Back To Top

Talks underway to create bad bank to salvage Lime losses

Lime Asset Management CEO Won Jong-jun (Yonhap)
Lime Asset Management CEO Won Jong-jun (Yonhap)
South Korea’s financial institutions and authorities are in talks to create a bad bank to help companies recoup the losses from disgraced hedge fund Lime Asset Management, according to industry sources Monday.

The Financial Supervisory Service held a closed-door meeting with 19 private financial institutions including commercial lenders Woori Bank and Shinhan Bank and securities firms Shinhan Investment and Daishin Securities to discuss details of the private bad bank, or an asset management company -- as to how much capital is needed, how and where to draw money to create a fund, among others.

“It is hard to predict when the details will be finalized, but we are seeing a progress in the discussions,” a senior official at the FSS told The Korea Herald.

The bad bank will be designed to acquire Lime Asset’s four troubled master funds, in order to maximize the value of its bad assets. The investment targets are associated with mezzanine instruments, privately placed bonds and promissory notes issued by a company that took over trade finance funds involved in a ponzi scheme by International Investment Group.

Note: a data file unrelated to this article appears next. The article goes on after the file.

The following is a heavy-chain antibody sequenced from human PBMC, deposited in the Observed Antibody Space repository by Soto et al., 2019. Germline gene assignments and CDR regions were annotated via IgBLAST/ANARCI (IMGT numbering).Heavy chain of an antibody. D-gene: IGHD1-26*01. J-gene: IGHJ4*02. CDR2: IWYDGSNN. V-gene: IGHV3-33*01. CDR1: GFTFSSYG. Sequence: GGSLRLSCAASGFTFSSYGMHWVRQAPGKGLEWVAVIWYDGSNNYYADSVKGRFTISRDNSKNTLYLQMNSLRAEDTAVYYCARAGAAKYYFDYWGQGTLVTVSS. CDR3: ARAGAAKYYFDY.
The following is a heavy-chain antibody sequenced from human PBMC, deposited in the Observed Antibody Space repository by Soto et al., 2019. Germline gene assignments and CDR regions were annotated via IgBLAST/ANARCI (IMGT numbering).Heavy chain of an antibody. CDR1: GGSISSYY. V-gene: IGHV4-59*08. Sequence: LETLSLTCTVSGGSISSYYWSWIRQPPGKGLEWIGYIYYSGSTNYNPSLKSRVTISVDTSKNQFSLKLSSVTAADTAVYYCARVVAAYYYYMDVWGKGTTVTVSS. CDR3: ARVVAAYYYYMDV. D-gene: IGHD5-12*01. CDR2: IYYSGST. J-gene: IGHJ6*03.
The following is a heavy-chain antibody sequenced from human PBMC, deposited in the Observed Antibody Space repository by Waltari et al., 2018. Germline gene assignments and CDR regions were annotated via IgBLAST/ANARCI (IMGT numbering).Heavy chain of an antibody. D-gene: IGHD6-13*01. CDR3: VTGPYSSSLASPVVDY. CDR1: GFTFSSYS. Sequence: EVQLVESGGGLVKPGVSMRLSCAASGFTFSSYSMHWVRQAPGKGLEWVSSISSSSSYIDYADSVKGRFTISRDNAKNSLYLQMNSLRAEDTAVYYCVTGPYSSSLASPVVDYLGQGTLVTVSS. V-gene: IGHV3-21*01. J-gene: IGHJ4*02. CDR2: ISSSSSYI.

The measure is likely to be followed by the financial authorities’ penalty against Lime Asset, which in the worst case could revoke its registration.

The news comes amid growing distrust about Lime Asset’s ability to redeem money to investors in 173 feeder funds after it froze their withdrawals last year. The investors have entrusted a total of 1.67 trillion won ($1.37 billion) to the hedge fund.

In January, one of the frozen Lime Asset’s funds was found to have invested in some 19.5 billion won to a company called Star Mobility and lost a majority of its investment. Star Mobility was once controlled by a corporate raider surnamed Kim, who attempted to have acquired Lime Asset’s master funds and is now accused of embezzlement.

In the meantime, the value of assets the master funds owned have shrunk by more than half of the principal amount as of April, as the scandal surrounding Lime Asset intensified. Lime Asset had allegedly attempted to conceal its financial troubles to its investors, while switching the investment target.

By Son Ji-hyoung (consnow@heraldcorp.com)
MOST POPULAR